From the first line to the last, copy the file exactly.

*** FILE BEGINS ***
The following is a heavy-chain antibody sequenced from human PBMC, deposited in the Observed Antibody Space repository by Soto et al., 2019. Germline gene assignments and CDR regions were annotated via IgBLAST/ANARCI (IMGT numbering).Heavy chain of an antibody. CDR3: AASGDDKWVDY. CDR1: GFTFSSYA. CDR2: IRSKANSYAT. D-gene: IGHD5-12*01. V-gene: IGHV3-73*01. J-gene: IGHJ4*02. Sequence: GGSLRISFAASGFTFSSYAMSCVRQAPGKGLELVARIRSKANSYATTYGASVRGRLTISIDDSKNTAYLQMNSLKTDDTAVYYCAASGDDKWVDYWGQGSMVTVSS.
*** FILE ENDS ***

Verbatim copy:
The following is a heavy-chain antibody sequenced from human PBMC, deposited in the Observed Antibody Space repository by Soto et al., 2019. Germline gene assignments and CDR regions were annotated via IgBLAST/ANARCI (IMGT numbering).Heavy chain of an antibody. CDR3: AASGDDKWVDY. CDR1: GFTFSSYA. CDR2: IRSKANSYAT. D-gene: IGHD5-12*01. V-gene: IGHV3-73*01. J-gene: IGHJ4*02. Sequence: GGSLRISFAASGFTFSSYAMSCVRQAPGKGLELVARIRSKANSYATTYGASVRGRLTISIDDSKNTAYLQMNSLKTDDTAVYYCAASGDDKWVDYWGQGSMVTVSS.